Don't get me wrong, TV ad buys are still a huge part of any political campaign. In the future, though, the candidates who first adapt to technology changes will have the advantage.

Wednesday, July 26, 2006

Memo: Ceiling Panels Determined to Strike in Tunnel

The Boston Globe has now got a copy of a 1999 memo warning about the bolt-and-epoxy system that held the concrete ceiling panels in place in the I-90 connector tunnel. The memo, written by the on-site safety officer, expressed the concerns of the workers to officials at Modern Continental, the company overseeing that part of the project. The memo noted that the weight of the ceiling panels was "excessive" without additional reinforcement and warns that someone could end up killed. From the memo (emphasis added):

Should any innocent State Worker or member of the Public be seriously injured or even worse killed as a result, I feel that this would be something that would reflect Mentally and Emotionally upon me, and all who are trying to construct a quality Project.

I know my concerns should only be for those who work here but somehow I feel I need to pass on what everyone down here appears to be thinking.
The last line is what disturbs me the most. Despite the fact that workers on the site were skeptical of the design, nothing was done. This whole situation is revealed to be another one of those Big Dig open secrets that everyone knows but no one does anything about.

Author of the memo, John J. Keaveney, told the Globe that he started asking questions after he invited a third-grade class from Norwood to tour the Big Dig site. A little girl asked him if the bolts would hold up the concrete. He told them they would, but started thinking more critically about they design at that point.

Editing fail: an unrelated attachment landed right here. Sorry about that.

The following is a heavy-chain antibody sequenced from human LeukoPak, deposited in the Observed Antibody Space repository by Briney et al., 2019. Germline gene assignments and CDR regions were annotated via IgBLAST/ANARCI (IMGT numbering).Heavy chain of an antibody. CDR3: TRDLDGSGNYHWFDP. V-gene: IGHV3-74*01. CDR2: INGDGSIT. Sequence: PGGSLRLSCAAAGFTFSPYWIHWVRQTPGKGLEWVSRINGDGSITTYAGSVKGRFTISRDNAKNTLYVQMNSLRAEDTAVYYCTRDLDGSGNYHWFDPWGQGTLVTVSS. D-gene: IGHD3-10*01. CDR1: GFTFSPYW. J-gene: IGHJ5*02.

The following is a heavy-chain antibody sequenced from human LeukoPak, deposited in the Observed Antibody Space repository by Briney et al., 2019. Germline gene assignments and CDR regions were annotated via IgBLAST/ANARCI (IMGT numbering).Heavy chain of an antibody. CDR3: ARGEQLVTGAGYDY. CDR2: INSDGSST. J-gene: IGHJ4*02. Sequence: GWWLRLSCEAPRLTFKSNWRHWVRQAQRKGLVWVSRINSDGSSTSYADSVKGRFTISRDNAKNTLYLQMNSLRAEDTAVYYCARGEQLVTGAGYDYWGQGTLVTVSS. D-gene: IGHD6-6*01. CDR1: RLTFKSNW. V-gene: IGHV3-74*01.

If there ever is an independent investigation, I think that we should add this to their final recommendations: Every project from now on must justify all design decisions to a panel of third-graders. If any of them say "that's stupid," the project is off. Anything that you can't explain to a nine year old is probably too complicated to work anyway.

Tuesday, July 25, 2006

More On the Ward Commission

The Globe's Sunday Ideas section had three pieces related to the Big Dig and its political history that I found very interesting. A lot of the discussion lately has been about bolts and epoxy and duct tape, but I'm not a structural engineer, so I feel like I can't add anything to that. I've been accused of being a software engineer, and in fact the current situation reminds me of the old joke: When an engineer builds a bridge, he specs everything out first, makes sure the design is robust and when the bridge is built, it's ready for cars to cross it. If a software developer built a bridge, he'd immediately start building, and when he thought it was done he'd send a few test cars across. If it failed, he'd fix only where it failed and try again. Once enough test cars crossed, he'd ship it (patches, of course, forthcoming). Hmm, maybe the CA/Tastrophe was done by software types after all....

But back to the Globe. The first piece, by Robert Keough of MassINC, details the revolving door at the head of the Big Dig since its inception. I have a hard time taking any column that describes former MassPike head Jim Kerasiotes as "incorruptible" considering that he hid $1.4 billion of Big Dig cost overruns and had to settle with the SEC to avoid prosecution, but that's a minor quibble. Keough doesn't exactly make the case that no one was held accountable because of the constant turnover in leadership and responsibility, but it certainly can be argued that a lack of continuity at the top did not help matters any.